Pediatric Pelvic Tumors

Pediatric Pelvic Tumors

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Summary

Children can have pelvic tumors in their reproductive organs, bone and soft tissues. Pelvic tumors are rare, and often are associated with the child’s age or genetic predisposition. When you suspect or detect a rare tumor in a pediatric patient’s pelvic area, you will want to consult with or refer your patient to a team of experts in rare childhood cancers.

Expanded Overview

Tumors that occur in the pelvic area of children include:

  • Ovarian germ cell tumors, which can develop in adolescent girls and young women.
  • Extragonadal germ cell tumors, which occur in areas other than the testicles or ovaries.
  • Ewing tumors of the pelvic bone. Ewing tumors are types of osteosarcoma that usually occur in children and teens.
  • Chondrosarcomas, which are a type of bone sarcoma that develops in cartilaginous tissue.
  • Rhabdomyosarcomas are rare soft tissue tumors that can occur in the genitourinary tract and lower abdominal or anal area.
  • Transitional cell cancer of the renal pelvis and ureter.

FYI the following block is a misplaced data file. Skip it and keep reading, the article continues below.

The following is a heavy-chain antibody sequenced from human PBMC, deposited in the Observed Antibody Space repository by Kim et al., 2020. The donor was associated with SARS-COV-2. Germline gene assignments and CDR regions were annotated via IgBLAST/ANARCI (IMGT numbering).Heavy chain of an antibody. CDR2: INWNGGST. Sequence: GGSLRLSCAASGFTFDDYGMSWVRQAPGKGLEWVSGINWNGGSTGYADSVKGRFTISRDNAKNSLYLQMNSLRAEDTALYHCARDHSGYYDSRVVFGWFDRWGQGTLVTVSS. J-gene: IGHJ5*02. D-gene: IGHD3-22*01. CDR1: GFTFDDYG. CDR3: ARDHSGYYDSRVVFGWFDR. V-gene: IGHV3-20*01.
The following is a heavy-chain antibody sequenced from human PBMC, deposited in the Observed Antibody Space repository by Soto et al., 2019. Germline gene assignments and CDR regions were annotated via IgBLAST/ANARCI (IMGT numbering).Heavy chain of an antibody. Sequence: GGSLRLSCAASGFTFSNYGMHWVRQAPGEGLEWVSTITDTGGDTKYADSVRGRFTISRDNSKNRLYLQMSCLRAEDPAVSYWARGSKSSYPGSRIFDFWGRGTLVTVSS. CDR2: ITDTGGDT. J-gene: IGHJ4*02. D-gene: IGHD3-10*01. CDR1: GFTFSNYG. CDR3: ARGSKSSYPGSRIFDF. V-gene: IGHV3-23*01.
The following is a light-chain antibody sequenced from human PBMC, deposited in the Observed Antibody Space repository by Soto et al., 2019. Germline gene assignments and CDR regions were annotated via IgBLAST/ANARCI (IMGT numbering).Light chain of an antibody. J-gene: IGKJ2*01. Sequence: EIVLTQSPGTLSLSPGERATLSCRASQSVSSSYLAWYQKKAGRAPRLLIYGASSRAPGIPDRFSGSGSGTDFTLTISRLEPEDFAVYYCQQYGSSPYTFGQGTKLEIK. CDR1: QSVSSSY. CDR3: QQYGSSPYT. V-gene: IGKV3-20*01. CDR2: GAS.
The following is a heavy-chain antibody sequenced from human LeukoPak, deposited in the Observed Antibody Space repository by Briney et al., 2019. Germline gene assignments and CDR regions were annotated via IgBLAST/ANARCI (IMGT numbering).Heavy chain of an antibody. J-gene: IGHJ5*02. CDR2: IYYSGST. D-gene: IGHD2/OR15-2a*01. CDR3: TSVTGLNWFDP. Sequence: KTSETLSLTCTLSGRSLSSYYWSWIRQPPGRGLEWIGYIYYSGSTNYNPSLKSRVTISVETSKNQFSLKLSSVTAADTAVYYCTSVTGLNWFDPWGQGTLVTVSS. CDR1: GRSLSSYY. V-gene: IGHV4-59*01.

• Desmoplastic small cell round tumor, a soft tissue sarcoma that can affect boys and can form or spread in the pelvis or in tissues around the testes.

Symptoms

Depending on the type and location of a tumor in the pelvis, a child might have abdominal pain and swelling. If a tumor is in or pressing on the sacrum, the child might experience constipation, incontinence or leg weakness.

Tests and Diagnosis

Ultrasonography, abdominal/pelvic computed tomography, magnetic resonance imaging and radiography are used to evaluate the pelvic organs, bones and tissues. Nuclear bone scans also can be used to detect bone tumors.

Diagnosing and managing tumors in the pelvis requires knowledge of the many types and subtypes of tumors that occur in children. Our team of experienced pediatric oncologists and subspecialists is available to consult with community physicians and for referrals or emergency transfers, if needed. 

Treatment

Treatment of tumors in the pelvis is complex, often involving critical structures such as the spinal cord. At Children’s, our specialists have experience treating rare childhood cancers. Our physicians participate in important clinical trials and our oncology and specialty departments are among the 10 consistently ranked as top pediatric programs in the country by U.S. News & World Report.

Our mission is to make life better for children. We’ll work together with you, our patients and their families to manage rare and complex tumors of the pelvis and return patients to their communities as soon as possible.

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